Over the weekend of the 6th through 7th of August 2022, US senators voted through the night to pass key measures tackling climate change, tax and healthcare.
The climate provisions of the bill are estimated to reduce America’s carbon emissions by about 40 per cent by 2030, compared with 2005 levels. After being passed, the bill will now go to the House of Representatives, which it is also expected to pass.
Writing in the New York Times Letters Page, Ioannis Ioannou, Associate Professor of Strategy and Entrepreneurship, London Business School, gave his own reflections on the bill.
Re “How the New Climate Bill Would Reduce Emissions” (New York Times, Aug. 2):
“You report that analyses have concluded that the climate and energy package “would put the United States much closer to its goal of cutting global warming pollution in half by 2030.”
“It is encouraging to read that calculations from environmental experts judge that despite the provisions for fossil fuels, the bill will be net positive for carbon. This means that the United States is taking a step in the right direction in practical terms, but also in terms of symbolism. Indeed, the U.S. could see itself reinstated as a leading environmentally conscious nation.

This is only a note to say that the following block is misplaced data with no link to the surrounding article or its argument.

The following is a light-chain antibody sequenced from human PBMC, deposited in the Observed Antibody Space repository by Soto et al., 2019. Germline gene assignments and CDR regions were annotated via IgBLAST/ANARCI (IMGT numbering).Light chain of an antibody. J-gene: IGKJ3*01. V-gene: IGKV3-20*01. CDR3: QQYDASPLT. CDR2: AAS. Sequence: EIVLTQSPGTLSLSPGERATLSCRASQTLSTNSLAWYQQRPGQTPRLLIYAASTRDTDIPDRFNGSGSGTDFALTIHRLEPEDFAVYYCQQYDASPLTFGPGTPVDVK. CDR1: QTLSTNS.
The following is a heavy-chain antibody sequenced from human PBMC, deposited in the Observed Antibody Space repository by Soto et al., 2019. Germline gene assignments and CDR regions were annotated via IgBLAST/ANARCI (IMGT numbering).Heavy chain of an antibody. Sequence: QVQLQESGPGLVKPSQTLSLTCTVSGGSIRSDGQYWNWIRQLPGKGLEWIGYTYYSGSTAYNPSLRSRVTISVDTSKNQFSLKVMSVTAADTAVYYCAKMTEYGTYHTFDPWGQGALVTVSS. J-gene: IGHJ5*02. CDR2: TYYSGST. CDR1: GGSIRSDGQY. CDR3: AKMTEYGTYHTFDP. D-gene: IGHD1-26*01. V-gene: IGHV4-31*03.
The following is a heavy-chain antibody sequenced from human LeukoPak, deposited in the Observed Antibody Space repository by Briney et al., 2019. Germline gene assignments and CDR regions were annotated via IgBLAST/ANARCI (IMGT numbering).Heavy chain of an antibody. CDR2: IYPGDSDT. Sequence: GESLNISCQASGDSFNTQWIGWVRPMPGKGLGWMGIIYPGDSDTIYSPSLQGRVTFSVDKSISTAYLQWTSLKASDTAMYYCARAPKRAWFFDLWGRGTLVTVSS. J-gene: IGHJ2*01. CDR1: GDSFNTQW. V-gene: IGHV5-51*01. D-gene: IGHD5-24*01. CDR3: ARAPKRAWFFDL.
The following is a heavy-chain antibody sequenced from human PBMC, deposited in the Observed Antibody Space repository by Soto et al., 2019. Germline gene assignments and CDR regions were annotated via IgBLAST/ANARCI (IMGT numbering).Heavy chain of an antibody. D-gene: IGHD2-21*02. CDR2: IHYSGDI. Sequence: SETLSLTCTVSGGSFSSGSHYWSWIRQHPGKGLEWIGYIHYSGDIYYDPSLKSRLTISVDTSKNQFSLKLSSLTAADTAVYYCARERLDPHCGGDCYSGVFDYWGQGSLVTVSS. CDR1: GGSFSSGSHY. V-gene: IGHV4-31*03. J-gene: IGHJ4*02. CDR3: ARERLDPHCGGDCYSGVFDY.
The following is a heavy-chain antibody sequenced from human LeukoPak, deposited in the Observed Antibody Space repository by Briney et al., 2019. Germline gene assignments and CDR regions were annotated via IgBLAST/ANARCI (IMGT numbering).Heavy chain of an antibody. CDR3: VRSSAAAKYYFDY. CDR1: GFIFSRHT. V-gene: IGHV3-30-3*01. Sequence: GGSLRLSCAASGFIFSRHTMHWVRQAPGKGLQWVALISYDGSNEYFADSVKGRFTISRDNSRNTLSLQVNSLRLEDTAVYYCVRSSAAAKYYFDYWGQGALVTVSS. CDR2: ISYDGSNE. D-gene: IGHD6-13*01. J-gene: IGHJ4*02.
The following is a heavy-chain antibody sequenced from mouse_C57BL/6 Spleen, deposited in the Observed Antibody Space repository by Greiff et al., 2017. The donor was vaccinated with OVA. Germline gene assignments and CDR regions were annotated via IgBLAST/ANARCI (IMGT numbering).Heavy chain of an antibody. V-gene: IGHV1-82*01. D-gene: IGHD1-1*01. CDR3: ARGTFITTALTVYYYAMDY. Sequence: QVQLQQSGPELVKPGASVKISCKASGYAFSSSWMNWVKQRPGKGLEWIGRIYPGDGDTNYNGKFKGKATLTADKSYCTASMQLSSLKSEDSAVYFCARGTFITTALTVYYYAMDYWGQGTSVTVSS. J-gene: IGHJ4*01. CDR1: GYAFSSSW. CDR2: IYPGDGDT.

“There are now two possible scenarios. The bill may set a precedent for more ambitious bills in the future and a greater understanding of sustainable growth and development. On the other hand, it might become an example of diminished ambition: too much deal making behind closed doors, and watered down commitments. Only time will tell which one of the two worlds will come to be.”
For recent articles and commentary from Dr Ioannou on the important subject of climate change, please click on the following:
The Climate Crisis And The Need To Reimagine Global Institutions
Letter: Anti-woke rhetoric on ESG will harm society
ESG is not a ‘distraction’
How Greenwashing Affects the Bottom Line
Energy Crisis Should Not Force Nations To Sacrifice Green Targets